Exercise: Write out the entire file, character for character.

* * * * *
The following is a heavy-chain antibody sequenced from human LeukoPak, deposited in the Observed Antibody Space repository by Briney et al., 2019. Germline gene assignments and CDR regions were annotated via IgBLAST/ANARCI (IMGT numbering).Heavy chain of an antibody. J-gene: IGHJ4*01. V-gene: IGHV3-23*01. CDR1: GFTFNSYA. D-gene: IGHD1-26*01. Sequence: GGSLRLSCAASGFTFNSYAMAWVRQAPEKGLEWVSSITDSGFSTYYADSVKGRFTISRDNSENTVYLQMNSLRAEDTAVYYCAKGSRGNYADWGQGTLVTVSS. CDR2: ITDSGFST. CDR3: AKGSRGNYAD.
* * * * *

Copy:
The following is a heavy-chain antibody sequenced from human LeukoPak, deposited in the Observed Antibody Space repository by Briney et al., 2019. Germline gene assignments and CDR regions were annotated via IgBLAST/ANARCI (IMGT numbering).Heavy chain of an antibody. J-gene: IGHJ4*01. V-gene: IGHV3-23*01. CDR1: GFTFNSYA. D-gene: IGHD1-26*01. Sequence: GGSLRLSCAASGFTFNSYAMAWVRQAPEKGLEWVSSITDSGFSTYYADSVKGRFTISRDNSENTVYLQMNSLRAEDTAVYYCAKGSRGNYADWGQGTLVTVSS. CDR2: ITDSGFST. CDR3: AKGSRGNYAD.